A reservation may be made with respect to a particular provision of the convention (Article 36). Six states have reservations regarding particular provisions:


Any signatory can denounce the convention by means of notification to the Secretary General of the Council of Europe.

Protocol on the Prohibition of Cloning Human Beings[edit]

Deliberate cloning, to create genetically identical human beings, is contrary to human dignity and constitutes a misuse of biology and medicine. It is therefore prohibited under this protocol.[38]

Protocol on Transplantation[edit]

The protocol stipulates that, insofar as is possible, equitable access to transplantation services should be ensured. In addition, any transplantation should be carried out with respect for rights and freedoms of donors, potential donors, and recipients of organs and tissues.[39]

Protocol on Biomedical Research[edit]

In the context of biomedical research, the protocol aims to ensure protection for dignity and identity of all human beings without discrimination. The Protocol recognises that research can contribute to saving and improving human life but it can also run contrary to the fundamental principles of dignity and other rights. Where this may be the case the research should not be carried out.[40]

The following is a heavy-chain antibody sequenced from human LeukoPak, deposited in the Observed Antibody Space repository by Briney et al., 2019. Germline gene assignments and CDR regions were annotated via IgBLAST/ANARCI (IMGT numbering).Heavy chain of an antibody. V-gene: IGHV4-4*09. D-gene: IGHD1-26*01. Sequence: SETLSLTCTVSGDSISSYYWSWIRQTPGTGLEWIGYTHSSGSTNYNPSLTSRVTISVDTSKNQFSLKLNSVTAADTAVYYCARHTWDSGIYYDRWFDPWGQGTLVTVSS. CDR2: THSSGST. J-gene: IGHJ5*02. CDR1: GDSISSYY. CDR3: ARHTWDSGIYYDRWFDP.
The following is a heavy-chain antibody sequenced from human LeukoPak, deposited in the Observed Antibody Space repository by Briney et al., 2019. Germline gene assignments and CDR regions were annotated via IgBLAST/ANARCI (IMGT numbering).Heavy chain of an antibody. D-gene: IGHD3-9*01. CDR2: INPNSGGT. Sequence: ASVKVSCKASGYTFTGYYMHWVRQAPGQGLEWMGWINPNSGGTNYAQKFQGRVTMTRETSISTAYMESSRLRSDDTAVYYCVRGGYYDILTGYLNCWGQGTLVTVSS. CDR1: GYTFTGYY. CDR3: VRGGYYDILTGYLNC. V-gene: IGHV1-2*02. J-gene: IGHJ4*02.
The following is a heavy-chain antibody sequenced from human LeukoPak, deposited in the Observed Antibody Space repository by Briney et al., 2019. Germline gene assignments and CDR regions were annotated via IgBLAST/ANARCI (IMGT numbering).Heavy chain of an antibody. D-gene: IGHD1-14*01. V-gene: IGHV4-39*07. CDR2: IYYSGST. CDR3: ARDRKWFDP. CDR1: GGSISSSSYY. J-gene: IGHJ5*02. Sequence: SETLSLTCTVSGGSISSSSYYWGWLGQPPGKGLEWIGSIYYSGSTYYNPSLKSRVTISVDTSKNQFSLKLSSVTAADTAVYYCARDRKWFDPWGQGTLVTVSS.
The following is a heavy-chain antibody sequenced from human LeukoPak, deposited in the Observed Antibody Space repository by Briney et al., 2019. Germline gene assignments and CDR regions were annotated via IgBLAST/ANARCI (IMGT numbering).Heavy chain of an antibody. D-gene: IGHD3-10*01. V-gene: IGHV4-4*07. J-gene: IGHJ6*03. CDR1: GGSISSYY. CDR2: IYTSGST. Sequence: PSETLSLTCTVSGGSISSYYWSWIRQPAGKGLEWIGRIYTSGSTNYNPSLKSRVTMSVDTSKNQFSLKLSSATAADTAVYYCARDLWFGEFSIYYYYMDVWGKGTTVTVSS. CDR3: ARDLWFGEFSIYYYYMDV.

Protocol on Genetic Testing for Health Purposes[edit]

The protocol responds to the concerns regarding possible improper use of genetic testing and aims to protect the dignity and identity of all human beings within this sphere. Through restricting use of genetic testing to health purposes only the convention aims to achieve its object and purpose. Genetic Testing is also permitted for scientific research, but its regulation is not included in this Protocol. It also establishes the need of free and informed consent and genetic counselling.[41]


  1. ^ Roberto Andorno, The Oviedo Convention: A European Legal Framework at the Intersection of Human Rights and Health Law, JIBL Vol 02, 2005
  2. ^ Ismini Kriari-Cataris, The Convention for the protection of human rights and dignity of the human being with regard to the application of biology and medicine: Convention on human rights and biomedicine, Panteion University of Social and Political Sciences Athens, Greece, Journal of Asian and International Bioethics, 12 (2002) 90-93